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Any Goldsworthy Wooden Spire at Sunset
Any Goldsworthy Wooden Spire at Sunset
Any Goldsworthy Wooden Spire at Sunset

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Forbes – Secrets Of Luxury Hotel Design With BraytonHughes

Inn at the Presidio Lobby

By: Amber Gibson

Things at BraytonHughes have changed a lot in the last 30 years. When Richard Brayton and Stanford Hughes established their namesake design firm in San Francisco in 1989 their focus was on high-end corporate work and for many years it was a bit of a boys’ club. Today, two-thirds of their work is in hospitality and the principals are mostly minorities and women.

Three BraytonHughes principals – Fischbach, Villalon and Kiko Singh – share their thoughts on trends and hot topics in luxury hotel design.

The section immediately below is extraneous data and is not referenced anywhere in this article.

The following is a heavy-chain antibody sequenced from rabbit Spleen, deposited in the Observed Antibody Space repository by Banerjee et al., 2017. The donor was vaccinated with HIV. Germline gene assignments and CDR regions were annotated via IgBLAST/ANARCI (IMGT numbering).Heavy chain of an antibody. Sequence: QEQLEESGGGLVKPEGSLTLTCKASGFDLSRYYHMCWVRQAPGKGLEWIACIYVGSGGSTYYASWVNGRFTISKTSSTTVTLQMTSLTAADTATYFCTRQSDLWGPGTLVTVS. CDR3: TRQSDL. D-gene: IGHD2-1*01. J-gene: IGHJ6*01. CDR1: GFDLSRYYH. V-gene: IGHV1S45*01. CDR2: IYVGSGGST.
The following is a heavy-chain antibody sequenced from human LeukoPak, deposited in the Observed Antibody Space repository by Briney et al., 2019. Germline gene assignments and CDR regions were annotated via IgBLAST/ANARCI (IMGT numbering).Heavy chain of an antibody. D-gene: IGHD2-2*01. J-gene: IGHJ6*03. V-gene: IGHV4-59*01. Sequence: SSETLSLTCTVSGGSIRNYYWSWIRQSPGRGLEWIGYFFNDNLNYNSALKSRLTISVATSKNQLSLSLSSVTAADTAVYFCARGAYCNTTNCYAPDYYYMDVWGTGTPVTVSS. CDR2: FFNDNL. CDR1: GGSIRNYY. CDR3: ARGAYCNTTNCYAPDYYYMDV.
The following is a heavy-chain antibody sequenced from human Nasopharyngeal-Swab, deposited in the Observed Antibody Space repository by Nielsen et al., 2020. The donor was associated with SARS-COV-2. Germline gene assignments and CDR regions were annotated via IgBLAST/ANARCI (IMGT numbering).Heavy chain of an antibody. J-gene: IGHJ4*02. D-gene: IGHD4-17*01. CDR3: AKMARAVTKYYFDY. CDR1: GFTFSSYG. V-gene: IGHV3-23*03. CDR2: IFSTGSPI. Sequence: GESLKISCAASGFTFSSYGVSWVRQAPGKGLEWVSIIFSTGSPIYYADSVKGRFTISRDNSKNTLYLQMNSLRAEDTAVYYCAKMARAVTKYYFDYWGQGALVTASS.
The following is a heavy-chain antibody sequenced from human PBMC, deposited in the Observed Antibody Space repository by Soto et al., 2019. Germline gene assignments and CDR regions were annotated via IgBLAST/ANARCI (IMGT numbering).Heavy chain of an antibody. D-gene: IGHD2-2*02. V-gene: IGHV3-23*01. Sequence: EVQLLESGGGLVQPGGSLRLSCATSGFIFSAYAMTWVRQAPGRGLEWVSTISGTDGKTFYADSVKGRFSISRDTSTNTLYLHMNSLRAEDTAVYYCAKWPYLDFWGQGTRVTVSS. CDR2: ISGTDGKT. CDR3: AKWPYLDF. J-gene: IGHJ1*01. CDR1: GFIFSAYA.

Villalon: Inn at the Presidio was one of our first LEED projects, certified LEED Gold when it opened in 2012. It’s the architectural elements, the lighting and mechanical side, where the big points come into play. It is all very technical when it comes to rehabbing an old building. [Inn at the Presidio uses ground up denim for insulation, for example.] Some clients are very interested in LEED but it’s much more expensive and for some owners it’s not so important. The LEED standards have become even costlier in recent years, so you’re paying to be a part of the club.

Inn at the Presidio Entrance

Singh: Sustainability is something that I’ve always been super passionate about. I’m putting together a panel on the lifecycle of a guest room for the NEWH sustainability summit in April. In California, water conservation is the number one concern but we have to make sure the guest shower experience isn’t negatively impacted when we can only use 1.5 gallons of water per minute.

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